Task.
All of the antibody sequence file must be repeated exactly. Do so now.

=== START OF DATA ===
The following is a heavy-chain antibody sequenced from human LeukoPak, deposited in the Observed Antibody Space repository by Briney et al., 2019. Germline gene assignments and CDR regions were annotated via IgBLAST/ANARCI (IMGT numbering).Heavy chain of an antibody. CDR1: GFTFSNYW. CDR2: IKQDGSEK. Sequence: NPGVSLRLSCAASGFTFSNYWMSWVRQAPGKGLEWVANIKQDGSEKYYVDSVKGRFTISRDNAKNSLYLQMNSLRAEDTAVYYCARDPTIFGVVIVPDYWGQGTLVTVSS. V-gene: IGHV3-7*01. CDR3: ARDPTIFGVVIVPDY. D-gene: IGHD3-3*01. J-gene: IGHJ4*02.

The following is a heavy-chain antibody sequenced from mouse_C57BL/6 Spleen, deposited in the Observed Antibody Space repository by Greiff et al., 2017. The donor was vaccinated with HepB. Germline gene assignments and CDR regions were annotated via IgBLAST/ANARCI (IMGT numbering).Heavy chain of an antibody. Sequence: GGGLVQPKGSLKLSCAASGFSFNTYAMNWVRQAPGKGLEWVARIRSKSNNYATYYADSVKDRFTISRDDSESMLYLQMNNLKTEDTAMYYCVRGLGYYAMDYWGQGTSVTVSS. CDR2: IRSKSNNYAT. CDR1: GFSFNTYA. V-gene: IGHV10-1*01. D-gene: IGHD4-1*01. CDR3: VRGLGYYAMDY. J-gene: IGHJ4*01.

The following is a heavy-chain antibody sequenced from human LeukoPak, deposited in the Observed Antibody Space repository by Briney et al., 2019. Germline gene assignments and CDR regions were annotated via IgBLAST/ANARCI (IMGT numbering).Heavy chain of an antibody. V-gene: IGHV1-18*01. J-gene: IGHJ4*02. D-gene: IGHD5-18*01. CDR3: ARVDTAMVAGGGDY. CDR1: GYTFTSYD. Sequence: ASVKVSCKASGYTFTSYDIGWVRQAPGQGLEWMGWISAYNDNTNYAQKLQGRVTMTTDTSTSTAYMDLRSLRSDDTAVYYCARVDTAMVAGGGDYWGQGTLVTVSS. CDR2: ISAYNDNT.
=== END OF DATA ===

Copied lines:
The following is a heavy-chain antibody sequenced from human LeukoPak, deposited in the Observed Antibody Space repository by Briney et al., 2019. Germline gene assignments and CDR regions were annotated via IgBLAST/ANARCI (IMGT numbering).Heavy chain of an antibody. CDR1: GFTFSNYW. CDR2: IKQDGSEK. Sequence: NPGVSLRLSCAASGFTFSNYWMSWVRQAPGKGLEWVANIKQDGSEKYYVDSVKGRFTISRDNAKNSLYLQMNSLRAEDTAVYYCARDPTIFGVVIVPDYWGQGTLVTVSS. V-gene: IGHV3-7*01. CDR3: ARDPTIFGVVIVPDY. D-gene: IGHD3-3*01. J-gene: IGHJ4*02.

The following is a heavy-chain antibody sequenced from mouse_C57BL/6 Spleen, deposited in the Observed Antibody Space repository by Greiff et al., 2017. The donor was vaccinated with HepB. Germline gene assignments and CDR regions were annotated via IgBLAST/ANARCI (IMGT numbering).Heavy chain of an antibody. Sequence: GGGLVQPKGSLKLSCAASGFSFNTYAMNWVRQAPGKGLEWVARIRSKSNNYATYYADSVKDRFTISRDDSESMLYLQMNNLKTEDTAMYYCVRGLGYYAMDYWGQGTSVTVSS. CDR2: IRSKSNNYAT. CDR1: GFSFNTYA. V-gene: IGHV10-1*01. D-gene: IGHD4-1*01. CDR3: VRGLGYYAMDY. J-gene: IGHJ4*01.

The following is a heavy-chain antibody sequenced from human LeukoPak, deposited in the Observed Antibody Space repository by Briney et al., 2019. Germline gene assignments and CDR regions were annotated via IgBLAST/ANARCI (IMGT numbering).Heavy chain of an antibody. V-gene: IGHV1-18*01. J-gene: IGHJ4*02. D-gene: IGHD5-18*01. CDR3: ARVDTAMVAGGGDY. CDR1: GYTFTSYD. Sequence: ASVKVSCKASGYTFTSYDIGWVRQAPGQGLEWMGWISAYNDNTNYAQKLQGRVTMTTDTSTSTAYMDLRSLRSDDTAVYYCARVDTAMVAGGGDYWGQGTLVTVSS. CDR2: ISAYNDNT.